“Start small, be modest, plan in advance.”
The final question from Peggy is the one everyone wonders: money. Where does it come from? Stephanie used family money and put it all in. “If we hadn’t had that, I don’t know what we would have done.” Now they need the books to pay for themselves. They also publish with charities, and their networks help in this respect. Those relationships are really important.
“It’s a pain in the neck and there’s no getting around it,” says John. They got a loan from the bank, putting down share capital, which is the norm for most companies. He says start small and try grow organically; there’s plenty of options like crowdfunding and peer-to-peer lending. Do as much research as you can. And if you can find a Russian Oligarch to fund you, even better!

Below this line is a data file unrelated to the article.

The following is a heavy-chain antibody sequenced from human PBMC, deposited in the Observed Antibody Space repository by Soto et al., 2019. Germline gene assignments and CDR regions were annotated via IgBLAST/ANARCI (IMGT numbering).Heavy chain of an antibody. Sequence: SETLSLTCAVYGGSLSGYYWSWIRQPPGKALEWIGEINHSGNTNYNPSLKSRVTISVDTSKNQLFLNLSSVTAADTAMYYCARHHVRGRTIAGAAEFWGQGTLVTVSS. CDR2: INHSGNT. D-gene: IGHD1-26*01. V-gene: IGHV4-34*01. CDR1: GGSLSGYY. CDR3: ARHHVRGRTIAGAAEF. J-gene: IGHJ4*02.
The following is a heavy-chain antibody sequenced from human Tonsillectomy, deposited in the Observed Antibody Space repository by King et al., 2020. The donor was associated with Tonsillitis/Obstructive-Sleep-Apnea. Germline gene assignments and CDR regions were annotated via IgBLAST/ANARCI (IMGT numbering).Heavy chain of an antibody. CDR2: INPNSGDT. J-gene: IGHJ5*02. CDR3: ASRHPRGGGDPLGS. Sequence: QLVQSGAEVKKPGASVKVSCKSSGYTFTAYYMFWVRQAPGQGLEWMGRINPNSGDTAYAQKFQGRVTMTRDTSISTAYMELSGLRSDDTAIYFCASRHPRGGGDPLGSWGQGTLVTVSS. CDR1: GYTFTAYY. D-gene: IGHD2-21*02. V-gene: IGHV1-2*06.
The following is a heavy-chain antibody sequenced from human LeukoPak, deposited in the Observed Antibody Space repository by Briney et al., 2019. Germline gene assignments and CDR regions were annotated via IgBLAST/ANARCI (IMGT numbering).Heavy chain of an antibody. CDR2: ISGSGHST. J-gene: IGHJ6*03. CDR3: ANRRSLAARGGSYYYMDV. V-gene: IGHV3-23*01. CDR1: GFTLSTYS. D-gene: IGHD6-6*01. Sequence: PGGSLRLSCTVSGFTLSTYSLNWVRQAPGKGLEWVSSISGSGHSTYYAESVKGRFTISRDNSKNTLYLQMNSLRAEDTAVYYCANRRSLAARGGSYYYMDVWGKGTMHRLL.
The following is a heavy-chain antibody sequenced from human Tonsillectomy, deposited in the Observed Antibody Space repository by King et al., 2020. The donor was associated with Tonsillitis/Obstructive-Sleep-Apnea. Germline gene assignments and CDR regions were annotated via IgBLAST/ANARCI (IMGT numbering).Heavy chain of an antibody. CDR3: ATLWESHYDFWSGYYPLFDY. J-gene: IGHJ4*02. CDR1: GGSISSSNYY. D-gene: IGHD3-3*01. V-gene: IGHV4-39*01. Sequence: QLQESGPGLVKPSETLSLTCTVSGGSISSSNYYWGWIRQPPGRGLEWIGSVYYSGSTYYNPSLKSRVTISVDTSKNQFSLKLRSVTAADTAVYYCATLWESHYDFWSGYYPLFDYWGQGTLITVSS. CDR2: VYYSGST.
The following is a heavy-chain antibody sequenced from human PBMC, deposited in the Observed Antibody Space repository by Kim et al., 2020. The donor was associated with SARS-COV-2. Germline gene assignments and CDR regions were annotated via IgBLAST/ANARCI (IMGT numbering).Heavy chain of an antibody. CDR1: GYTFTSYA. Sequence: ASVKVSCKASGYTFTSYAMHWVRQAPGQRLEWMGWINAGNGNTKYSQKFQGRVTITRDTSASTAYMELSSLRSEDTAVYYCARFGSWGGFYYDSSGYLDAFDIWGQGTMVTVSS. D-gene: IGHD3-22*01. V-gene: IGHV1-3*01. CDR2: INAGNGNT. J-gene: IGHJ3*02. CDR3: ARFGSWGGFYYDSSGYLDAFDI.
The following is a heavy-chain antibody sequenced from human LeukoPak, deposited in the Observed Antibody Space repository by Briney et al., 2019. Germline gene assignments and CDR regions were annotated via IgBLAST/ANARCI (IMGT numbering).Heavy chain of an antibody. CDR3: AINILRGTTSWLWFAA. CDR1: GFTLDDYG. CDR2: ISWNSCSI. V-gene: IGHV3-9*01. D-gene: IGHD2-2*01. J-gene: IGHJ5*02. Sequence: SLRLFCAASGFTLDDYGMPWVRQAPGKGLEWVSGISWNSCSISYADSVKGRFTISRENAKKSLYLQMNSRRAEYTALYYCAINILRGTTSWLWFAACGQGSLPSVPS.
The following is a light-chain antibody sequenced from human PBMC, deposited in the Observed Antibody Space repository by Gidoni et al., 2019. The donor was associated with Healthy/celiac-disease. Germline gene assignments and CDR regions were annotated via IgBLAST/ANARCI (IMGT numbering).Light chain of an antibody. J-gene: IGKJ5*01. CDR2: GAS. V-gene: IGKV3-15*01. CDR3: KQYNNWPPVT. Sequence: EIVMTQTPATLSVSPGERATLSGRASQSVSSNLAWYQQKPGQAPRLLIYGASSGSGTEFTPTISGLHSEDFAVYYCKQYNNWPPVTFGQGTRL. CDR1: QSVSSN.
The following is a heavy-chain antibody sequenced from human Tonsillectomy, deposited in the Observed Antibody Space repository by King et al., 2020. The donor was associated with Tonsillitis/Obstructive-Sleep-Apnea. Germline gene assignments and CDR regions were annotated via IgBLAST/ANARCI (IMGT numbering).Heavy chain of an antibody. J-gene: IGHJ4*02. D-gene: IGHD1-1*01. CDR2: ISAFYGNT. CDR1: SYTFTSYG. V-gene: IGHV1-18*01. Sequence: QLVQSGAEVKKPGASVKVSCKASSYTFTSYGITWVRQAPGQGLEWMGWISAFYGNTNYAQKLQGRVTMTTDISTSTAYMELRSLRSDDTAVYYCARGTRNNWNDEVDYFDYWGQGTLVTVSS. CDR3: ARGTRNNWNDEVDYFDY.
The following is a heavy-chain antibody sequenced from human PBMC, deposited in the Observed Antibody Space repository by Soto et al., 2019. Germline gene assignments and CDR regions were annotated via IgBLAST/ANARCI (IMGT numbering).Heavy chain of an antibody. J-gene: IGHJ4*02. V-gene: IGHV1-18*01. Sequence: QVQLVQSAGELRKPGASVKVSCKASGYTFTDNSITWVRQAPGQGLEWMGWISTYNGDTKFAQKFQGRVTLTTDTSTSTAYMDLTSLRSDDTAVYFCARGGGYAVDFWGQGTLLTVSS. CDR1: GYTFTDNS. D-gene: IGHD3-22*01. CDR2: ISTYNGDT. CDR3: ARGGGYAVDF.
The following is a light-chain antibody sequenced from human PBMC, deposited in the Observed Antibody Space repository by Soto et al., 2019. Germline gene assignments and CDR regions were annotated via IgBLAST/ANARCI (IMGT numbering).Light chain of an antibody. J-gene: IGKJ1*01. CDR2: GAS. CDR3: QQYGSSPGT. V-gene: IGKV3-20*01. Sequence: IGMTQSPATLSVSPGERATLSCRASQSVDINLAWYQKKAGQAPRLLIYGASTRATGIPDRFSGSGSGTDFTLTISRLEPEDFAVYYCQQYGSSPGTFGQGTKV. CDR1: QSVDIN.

“We had funding from the Arts Council,” continues Sarah. “It was enough to publish a few titles. Planning is key. Start small, be modest, plan in advance. Have back up plans.”
“Keep overheads small,” adds Marion, echoing the ways suggested so far. “It’s not difficult to start a publishing company, but it is to sustain it 3-5 years and take it to the next level.” Her top tip is that if you’re not business minded, pair with a business bod. It’s bad if you all love being an editor and no one handles business. Canongate, Black & White, Birlinn – they all had steely eyed business people.
The first audience question cuts to the chase: What’s the biggest mistake you’ve made?